Over the entire study period, the weekly number of opioid-related deaths increased 135%, from 23 to 54 deaths, with the most rapid growth occurring among those younger than 35 years (320% increase, from 5 to 21 opioid-related deaths weekly) (Figure). During the three 6-month periods of interest, a total of 2774 individuals (2037 [73.4%] men; 1311 [47.2%] aged 35-54 years) died from an opioid-related cause. In the first 6 months of the COVID-19 pandemic, 1237 people died of opioid-related causes (99.3 per million; 49 155 YLL) (Table). In contrast, 766 (62.4 per million; P < .001) and 771 (61.9 per million; P < .001) people died in period 1 and period 2, respectively, leading to 30 286 and 31 312 YLL, respectively. While most characteristics of fatal overdoses remained similar between periods, there were significant increases between period 2 and the COVID-19 period in the proportion of deaths among men (528 [68.5%] vs 948 [76.7%]; P < .001) and the prevalence of fentanyl (586 [76.0%] vs 1056 [85.4%]; P < .001) and stimulants (485 [62.9%] vs 880 [71.1%]; P < .001) (Table).
Increasing rates of opioid-related deaths, particularly among young adults in Ontario, place a considerable burden on society. In the first 6 months of the COVID-19 pandemic, an additional 17 843 years of life were lost due to opioid overdose compared with the 6 months prior. A limitation of this study was that not all death investigations (29 of 2778 [1.0%] during the 3 periods) have concluded; however, it is likely that all of these will be confirmed as opioid related. The rising rates of harm among young adults as well as the increased contributions of fentanyl and stimulants to these deaths emphasize the urgent need for low-barrier access to evidence-based harm reduction services and treatment for opioid use disorder in all jurisdictions grappling with the overdose–COVID-19 syndemic.6
Accepted for Publication: April 9, 2021.
Published: May 26, 2021. doi:10.1001/jamanetworkopen.2021.12865
Open Access: This is an open access article distributed under the terms of the CC-BY License. © 2021 Gomes T et al. JAMA Network Open.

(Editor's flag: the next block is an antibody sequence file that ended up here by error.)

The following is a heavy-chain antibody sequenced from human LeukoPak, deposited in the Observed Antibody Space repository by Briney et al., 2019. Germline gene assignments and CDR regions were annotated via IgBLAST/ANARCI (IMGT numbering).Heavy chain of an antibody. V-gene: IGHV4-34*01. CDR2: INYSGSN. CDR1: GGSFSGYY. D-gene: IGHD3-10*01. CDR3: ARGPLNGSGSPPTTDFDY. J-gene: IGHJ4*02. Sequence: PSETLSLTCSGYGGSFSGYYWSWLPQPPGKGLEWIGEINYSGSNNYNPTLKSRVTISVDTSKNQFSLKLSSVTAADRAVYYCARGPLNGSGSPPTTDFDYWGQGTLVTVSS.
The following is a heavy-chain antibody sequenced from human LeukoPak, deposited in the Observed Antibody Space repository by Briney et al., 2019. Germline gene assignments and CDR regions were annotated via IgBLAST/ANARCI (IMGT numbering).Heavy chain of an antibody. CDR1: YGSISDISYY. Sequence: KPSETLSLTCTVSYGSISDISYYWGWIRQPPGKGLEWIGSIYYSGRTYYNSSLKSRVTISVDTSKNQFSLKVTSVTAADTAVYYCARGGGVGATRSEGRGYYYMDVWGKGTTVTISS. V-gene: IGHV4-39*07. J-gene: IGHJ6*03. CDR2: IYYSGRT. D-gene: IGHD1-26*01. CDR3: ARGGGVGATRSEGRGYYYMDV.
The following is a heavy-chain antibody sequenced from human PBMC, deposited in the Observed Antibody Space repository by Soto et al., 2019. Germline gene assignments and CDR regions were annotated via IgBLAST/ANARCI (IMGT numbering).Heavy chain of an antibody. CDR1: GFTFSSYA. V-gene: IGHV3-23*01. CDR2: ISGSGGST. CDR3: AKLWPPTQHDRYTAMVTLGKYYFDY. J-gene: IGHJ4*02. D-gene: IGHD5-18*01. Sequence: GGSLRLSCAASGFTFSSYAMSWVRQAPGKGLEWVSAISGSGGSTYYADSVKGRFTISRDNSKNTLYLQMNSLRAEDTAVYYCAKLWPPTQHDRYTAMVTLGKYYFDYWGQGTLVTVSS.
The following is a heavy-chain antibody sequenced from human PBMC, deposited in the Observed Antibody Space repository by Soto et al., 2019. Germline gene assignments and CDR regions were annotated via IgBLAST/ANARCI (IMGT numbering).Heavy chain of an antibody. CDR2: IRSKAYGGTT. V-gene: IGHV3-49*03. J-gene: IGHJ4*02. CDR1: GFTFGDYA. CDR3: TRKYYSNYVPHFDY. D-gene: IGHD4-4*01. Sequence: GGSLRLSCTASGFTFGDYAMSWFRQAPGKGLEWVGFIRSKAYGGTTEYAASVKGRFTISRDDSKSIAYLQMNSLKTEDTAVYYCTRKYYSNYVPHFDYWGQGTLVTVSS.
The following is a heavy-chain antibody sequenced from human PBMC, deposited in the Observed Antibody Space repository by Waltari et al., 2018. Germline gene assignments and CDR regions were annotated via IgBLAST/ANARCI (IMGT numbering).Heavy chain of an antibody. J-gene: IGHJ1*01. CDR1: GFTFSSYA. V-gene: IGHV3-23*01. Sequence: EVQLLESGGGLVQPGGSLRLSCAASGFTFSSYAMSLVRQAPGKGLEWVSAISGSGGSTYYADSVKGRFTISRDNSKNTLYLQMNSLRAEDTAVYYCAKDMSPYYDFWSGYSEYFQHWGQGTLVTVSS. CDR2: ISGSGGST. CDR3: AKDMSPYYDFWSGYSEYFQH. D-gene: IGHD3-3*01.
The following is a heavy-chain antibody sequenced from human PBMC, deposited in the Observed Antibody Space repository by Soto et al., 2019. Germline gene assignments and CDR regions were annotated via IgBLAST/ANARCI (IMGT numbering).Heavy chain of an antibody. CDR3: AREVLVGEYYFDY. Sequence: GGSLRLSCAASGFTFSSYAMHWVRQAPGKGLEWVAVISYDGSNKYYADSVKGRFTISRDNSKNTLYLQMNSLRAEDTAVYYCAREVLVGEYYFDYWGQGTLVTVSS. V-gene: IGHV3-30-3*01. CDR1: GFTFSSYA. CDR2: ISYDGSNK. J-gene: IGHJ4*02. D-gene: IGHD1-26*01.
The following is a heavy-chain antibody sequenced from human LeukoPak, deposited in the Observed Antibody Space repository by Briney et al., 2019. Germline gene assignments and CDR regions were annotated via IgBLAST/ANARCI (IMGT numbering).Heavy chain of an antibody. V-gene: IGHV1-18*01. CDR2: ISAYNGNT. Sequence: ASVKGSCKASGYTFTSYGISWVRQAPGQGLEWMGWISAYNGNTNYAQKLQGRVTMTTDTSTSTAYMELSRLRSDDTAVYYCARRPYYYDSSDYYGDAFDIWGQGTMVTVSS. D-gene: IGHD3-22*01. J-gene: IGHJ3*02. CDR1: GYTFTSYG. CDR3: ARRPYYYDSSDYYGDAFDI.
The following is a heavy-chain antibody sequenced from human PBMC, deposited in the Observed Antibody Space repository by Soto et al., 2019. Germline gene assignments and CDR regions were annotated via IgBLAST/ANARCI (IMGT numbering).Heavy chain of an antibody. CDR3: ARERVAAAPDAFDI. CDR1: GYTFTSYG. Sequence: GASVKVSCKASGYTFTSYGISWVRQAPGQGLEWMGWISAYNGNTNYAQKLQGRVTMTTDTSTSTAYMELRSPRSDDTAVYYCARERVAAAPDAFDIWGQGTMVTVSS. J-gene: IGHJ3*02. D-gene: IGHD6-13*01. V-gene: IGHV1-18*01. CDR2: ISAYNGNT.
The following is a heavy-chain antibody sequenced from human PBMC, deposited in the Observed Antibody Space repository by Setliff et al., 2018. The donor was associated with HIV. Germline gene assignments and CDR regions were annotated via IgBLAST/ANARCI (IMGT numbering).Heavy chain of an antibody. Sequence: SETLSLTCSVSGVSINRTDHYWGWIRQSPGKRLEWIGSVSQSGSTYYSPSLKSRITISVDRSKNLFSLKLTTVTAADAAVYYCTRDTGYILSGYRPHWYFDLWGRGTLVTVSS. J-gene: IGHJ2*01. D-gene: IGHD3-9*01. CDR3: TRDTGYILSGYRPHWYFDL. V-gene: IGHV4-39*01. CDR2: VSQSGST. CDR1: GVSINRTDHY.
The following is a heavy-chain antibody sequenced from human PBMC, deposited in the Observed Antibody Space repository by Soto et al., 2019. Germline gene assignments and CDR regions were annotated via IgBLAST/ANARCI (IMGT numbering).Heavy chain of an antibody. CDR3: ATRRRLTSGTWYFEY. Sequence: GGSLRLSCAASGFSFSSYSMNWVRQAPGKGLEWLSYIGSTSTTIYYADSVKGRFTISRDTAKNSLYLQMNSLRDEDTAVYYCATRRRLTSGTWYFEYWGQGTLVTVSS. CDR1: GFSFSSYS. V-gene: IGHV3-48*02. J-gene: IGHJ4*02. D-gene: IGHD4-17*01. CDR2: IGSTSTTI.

Corresponding Author: Tara Gomes, PhD, Keenan Research Centre of the Li Ka Shing Knowledge Institute, St Michael’s Hospital, 30 Bond St, Toronto, ON M5B 1W8 Canada (firstname.lastname@example.org).
Author Contributions: Mss Murray and Kitchen had full access to all of the data in the study and take responsibility for the integrity of the data and the accuracy of the data analysis.
Concept and design: All authors.
Acquisition, analysis, or interpretation of data: All authors.
Drafting of the manuscript: Gomes, Kitchen.
Critical revision of the manuscript for important intellectual content: Kitchen, Murray.
Statistical analysis: Kitchen.
Administrative, technical, or material support: All authors.
Conflict of Interest Disclosures: Dr Gomes reported receiving grants from the Ontario Ministry of Health outside the submitted work. No other disclosures were reported.
Funding/Support: This study was funded by a grant from the Ontario Ministry of Health and the Canadian Institutes of Health Research.
Role of the Funder/Sponsor: The funders had no role in the design and conduct of the study; collection, management, analysis, and interpretation of the data; preparation, review, or approval of the manuscript; and decision to submit the manuscript for publication.
Disclaimer: The opinions, results, and conclusions reported in this paper are those of the authors and are independent from the funding sources.
Additional Information: The authors thank the Ontario Office of the Chief Coroner for their support in accessing this data.